The book has a wonderful photograph showing the interior of Inglesham Church on the Thames Path near Kelmscott.

Morris took part in the campaign to preserve this church ‘as found’. It is not restored but safeguarded and so retains, even with its box pews, a feeling of reaching back to the pre-Reformation era.

In 1888 Kelmscott also gave its name to the Kelmscott Press at Hammersmith.

2034 will be the bicentenary of William Morris’s birth when maybe the V&A will stage another exhibition featuring new insights.

William Morris edited by Anna Mason (V&A/Thames & Hudson; £50).

The Punter at Osney

View from the towpath.

What has changed since the pandemic hit us? On the Thames Path it is mainly the pubs which have been most affected.

A good stop just before reaching Oxford Station and crowded tourist eateries is now The Punter pub on Osney Island.

You pass the door shortly after walking through Osney Lock and over its weir bridges.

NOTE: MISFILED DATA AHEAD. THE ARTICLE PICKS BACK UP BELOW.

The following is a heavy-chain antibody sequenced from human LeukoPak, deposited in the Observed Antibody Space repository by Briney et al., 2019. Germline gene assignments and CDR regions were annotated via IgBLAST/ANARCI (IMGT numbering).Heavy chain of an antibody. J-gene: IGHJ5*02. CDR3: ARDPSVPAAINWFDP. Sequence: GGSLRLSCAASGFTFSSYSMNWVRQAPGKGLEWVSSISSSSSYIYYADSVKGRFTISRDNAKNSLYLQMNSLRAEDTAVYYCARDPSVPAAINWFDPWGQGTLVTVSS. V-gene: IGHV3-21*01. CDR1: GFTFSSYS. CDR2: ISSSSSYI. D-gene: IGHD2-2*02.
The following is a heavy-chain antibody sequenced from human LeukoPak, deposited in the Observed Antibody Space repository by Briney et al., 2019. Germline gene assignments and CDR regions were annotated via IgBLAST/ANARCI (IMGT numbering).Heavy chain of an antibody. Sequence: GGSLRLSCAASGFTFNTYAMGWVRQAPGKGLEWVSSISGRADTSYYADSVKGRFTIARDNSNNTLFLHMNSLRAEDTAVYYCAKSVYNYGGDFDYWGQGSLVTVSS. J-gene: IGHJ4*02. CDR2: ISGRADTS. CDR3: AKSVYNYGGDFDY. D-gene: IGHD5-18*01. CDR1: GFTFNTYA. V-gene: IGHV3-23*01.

The Punter is the end house in a lovely terrace of waterside cottages. It dates from 1871 and for most of the time has been The Waterman’s Arms. There is still a Morland of Abingdon brewery tile in the brickwork.

The change of name came recently and since the lockdown the quiet pub has adopted a vegetarian and vegan menu with an emphasis on local seasonal ingredients.

The star must be the very filling mushroom & lentil burger with beef tomato, red onion marmalade and stout mayonnaise served with fries (£14). The bun includes charcoal.

For pudding there is the intriguing parsnip, macadamia and olive oil cake with duck egg & bay leaf custard (£7).

There are lots of tables, art and flowers inside and an outdoor area at the side.

This is a rare case of a pub improving despite a change of name and management. It is pleasure to visit and not just a refuelling stop.